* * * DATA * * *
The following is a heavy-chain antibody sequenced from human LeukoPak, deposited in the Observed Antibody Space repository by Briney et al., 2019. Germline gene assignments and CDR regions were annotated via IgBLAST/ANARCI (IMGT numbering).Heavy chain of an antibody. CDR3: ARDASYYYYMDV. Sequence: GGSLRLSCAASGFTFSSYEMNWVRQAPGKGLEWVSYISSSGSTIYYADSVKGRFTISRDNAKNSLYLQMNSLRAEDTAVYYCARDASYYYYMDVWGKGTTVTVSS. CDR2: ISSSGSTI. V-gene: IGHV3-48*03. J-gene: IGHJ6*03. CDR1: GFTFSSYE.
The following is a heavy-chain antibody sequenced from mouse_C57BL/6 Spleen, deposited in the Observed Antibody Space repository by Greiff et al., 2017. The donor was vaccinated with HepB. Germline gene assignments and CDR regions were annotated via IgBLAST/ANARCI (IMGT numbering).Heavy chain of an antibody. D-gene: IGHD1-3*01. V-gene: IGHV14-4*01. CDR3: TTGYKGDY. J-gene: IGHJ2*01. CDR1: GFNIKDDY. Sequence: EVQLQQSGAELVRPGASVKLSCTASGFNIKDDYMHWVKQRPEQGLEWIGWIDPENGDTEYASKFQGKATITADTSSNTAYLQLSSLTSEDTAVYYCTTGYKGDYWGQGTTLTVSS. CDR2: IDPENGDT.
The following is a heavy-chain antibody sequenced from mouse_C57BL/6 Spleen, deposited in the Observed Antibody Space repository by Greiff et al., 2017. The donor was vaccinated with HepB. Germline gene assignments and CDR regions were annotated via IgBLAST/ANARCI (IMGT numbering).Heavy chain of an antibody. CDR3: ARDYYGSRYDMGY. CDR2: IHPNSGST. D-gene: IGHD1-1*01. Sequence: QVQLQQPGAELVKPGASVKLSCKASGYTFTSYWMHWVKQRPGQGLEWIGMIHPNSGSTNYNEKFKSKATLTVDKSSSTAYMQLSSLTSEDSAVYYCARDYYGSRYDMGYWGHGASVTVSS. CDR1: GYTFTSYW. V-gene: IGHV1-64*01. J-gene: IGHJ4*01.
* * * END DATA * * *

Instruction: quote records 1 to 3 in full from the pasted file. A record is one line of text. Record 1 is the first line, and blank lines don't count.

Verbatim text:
The following is a heavy-chain antibody sequenced from human LeukoPak, deposited in the Observed Antibody Space repository by Briney et al., 2019. Germline gene assignments and CDR regions were annotated via IgBLAST/ANARCI (IMGT numbering).Heavy chain of an antibody. CDR3: ARDASYYYYMDV. Sequence: GGSLRLSCAASGFTFSSYEMNWVRQAPGKGLEWVSYISSSGSTIYYADSVKGRFTISRDNAKNSLYLQMNSLRAEDTAVYYCARDASYYYYMDVWGKGTTVTVSS. CDR2: ISSSGSTI. V-gene: IGHV3-48*03. J-gene: IGHJ6*03. CDR1: GFTFSSYE.
The following is a heavy-chain antibody sequenced from mouse_C57BL/6 Spleen, deposited in the Observed Antibody Space repository by Greiff et al., 2017. The donor was vaccinated with HepB. Germline gene assignments and CDR regions were annotated via IgBLAST/ANARCI (IMGT numbering).Heavy chain of an antibody. D-gene: IGHD1-3*01. V-gene: IGHV14-4*01. CDR3: TTGYKGDY. J-gene: IGHJ2*01. CDR1: GFNIKDDY. Sequence: EVQLQQSGAELVRPGASVKLSCTASGFNIKDDYMHWVKQRPEQGLEWIGWIDPENGDTEYASKFQGKATITADTSSNTAYLQLSSLTSEDTAVYYCTTGYKGDYWGQGTTLTVSS. CDR2: IDPENGDT.
The following is a heavy-chain antibody sequenced from mouse_C57BL/6 Spleen, deposited in the Observed Antibody Space repository by Greiff et al., 2017. The donor was vaccinated with HepB. Germline gene assignments and CDR regions were annotated via IgBLAST/ANARCI (IMGT numbering).Heavy chain of an antibody. CDR3: ARDYYGSRYDMGY. CDR2: IHPNSGST. D-gene: IGHD1-1*01. Sequence: QVQLQQPGAELVKPGASVKLSCKASGYTFTSYWMHWVKQRPGQGLEWIGMIHPNSGSTNYNEKFKSKATLTVDKSSSTAYMQLSSLTSEDSAVYYCARDYYGSRYDMGYWGHGASVTVSS. CDR1: GYTFTSYW. V-gene: IGHV1-64*01. J-gene: IGHJ4*01.